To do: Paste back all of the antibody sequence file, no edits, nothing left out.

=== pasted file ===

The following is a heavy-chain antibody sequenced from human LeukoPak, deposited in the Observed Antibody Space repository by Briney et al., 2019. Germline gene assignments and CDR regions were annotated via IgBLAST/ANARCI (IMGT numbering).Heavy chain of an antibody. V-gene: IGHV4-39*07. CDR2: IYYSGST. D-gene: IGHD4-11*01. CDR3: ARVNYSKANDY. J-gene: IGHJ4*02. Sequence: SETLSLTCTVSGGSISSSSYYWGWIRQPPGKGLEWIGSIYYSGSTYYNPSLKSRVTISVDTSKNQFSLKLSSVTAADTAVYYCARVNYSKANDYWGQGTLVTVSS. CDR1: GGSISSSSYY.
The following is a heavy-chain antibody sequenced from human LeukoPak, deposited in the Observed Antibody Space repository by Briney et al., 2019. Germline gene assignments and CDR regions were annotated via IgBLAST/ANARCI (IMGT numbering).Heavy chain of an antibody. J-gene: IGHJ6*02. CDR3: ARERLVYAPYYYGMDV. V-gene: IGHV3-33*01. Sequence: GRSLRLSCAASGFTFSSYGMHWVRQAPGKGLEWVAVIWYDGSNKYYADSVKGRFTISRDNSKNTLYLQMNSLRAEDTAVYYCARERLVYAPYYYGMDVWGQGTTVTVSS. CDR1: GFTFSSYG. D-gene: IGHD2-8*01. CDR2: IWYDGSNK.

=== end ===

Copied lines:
The following is a heavy-chain antibody sequenced from human LeukoPak, deposited in the Observed Antibody Space repository by Briney et al., 2019. Germline gene assignments and CDR regions were annotated via IgBLAST/ANARCI (IMGT numbering).Heavy chain of an antibody. V-gene: IGHV4-39*07. CDR2: IYYSGST. D-gene: IGHD4-11*01. CDR3: ARVNYSKANDY. J-gene: IGHJ4*02. Sequence: SETLSLTCTVSGGSISSSSYYWGWIRQPPGKGLEWIGSIYYSGSTYYNPSLKSRVTISVDTSKNQFSLKLSSVTAADTAVYYCARVNYSKANDYWGQGTLVTVSS. CDR1: GGSISSSSYY.
The following is a heavy-chain antibody sequenced from human LeukoPak, deposited in the Observed Antibody Space repository by Briney et al., 2019. Germline gene assignments and CDR regions were annotated via IgBLAST/ANARCI (IMGT numbering).Heavy chain of an antibody. J-gene: IGHJ6*02. CDR3: ARERLVYAPYYYGMDV. V-gene: IGHV3-33*01. Sequence: GRSLRLSCAASGFTFSSYGMHWVRQAPGKGLEWVAVIWYDGSNKYYADSVKGRFTISRDNSKNTLYLQMNSLRAEDTAVYYCARERLVYAPYYYGMDVWGQGTTVTVSS. CDR1: GFTFSSYG. D-gene: IGHD2-8*01. CDR2: IWYDGSNK.